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Stochastic Trends, Demographics and Demand Systems

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  • Clifford Attfield

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    Abstract

    Techniques for determining the number of stochastic trends generating a set of non-stationary panel data are applied to budget shares for a number of commodity groups from the Family Expenditure Survey (FES) for the UK for the years 1973-2001. It is argued that some stochastic trends in macro data are generated by the aggregation of fixed demographic effects in the micro data. From cross section data, fixed effect coefficients are estimated which incorporate both age and income distribution effects. The estimated coefficients are combined with age proportion variables to form a set of I(1) indices for broad commodity groups which are then incorporated into a system of aggregate demand equations. The equations are estimated and tested in a non-stationary time series setting.

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    File URL: http://www.efm.bris.ac.uk/economics/working_papers/pdffiles/dp04563.pdf
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    Bibliographic Info

    Paper provided by Department of Economics, University of Bristol, UK in its series Bristol Economics Discussion Papers with number 04/563.

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    Length: 26 pages
    Date of creation: Apr 2004
    Date of revision:
    Handle: RePEc:bri:uobdis:04/563

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    Keywords: Demand Equations; Age Demographics; Stochastic Trends.;

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    References

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    1. Jushan Bai & Serena Ng, 2000. "Determining the Number of Factors in Approximate Factor Models," Boston College Working Papers in Economics 440, Boston College Department of Economics.
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    6. Osterwald-Lenum, Michael, 1992. "A Note with Quantiles of the Asymptotic Distribution of the Maximum Likelihood Cointegration Rank Test Statistics," Oxford Bulletin of Economics and Statistics, Department of Economics, University of Oxford, vol. 54(3), pages 461-72, August.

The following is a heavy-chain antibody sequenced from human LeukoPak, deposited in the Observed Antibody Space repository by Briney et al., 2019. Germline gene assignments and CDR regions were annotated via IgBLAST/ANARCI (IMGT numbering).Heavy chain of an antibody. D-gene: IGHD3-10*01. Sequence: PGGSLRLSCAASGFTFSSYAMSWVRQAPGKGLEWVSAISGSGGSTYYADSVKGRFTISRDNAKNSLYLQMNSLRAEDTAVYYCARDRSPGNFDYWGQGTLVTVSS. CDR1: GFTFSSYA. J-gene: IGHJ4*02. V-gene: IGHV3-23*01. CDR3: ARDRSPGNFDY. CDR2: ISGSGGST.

7. Kao, Chihwa, 1999. "Spurious regression and residual-based tests for cointegration in panel data," Journal of Econometrics, Elsevier, vol. 90(1), pages 1-44, May.
    8. James Banks & Richard Blundell & Arthur Lewbel, 1997. "Quadratic Engel Curves And Consumer Demand," The Review of Economics and Statistics, MIT Press, vol. 79(4), pages 527-539, November.
    9. Bai, Jushan, 2004. "Estimating cross-section common stochastic trends in nonstationary panel data," Journal of Econometrics, Elsevier, vol. 122(1), pages 137-183, September.
    10. Deaton, Angus S & Muellbauer, John, 1980. "An Almost Ideal Demand System," American Economic Review, American Economic Association, vol. 70(3), pages 312-26, June.
    11. Lewbel, Arthur, 1996. "Aggregation without Separability: A Generalized Composite Commodity Theorem," American Economic Review, American Economic Association, vol. 86(3), pages 524-43, June.
    12. Choi, In, 2001. "Unit root tests for panel data," Journal of International Money and Finance, Elsevier, vol. 20(2), pages 249-272, April.
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    Cited by:
    1. Luca Pieroni & Donatella Lanari & Luca Salmasi, 2010. "Food Prices and Overweight Patterns in Italy," EERI Research Paper Series EERI_RP_2010_40, Economics and Econometrics Research Institute (EERI), Brussels.

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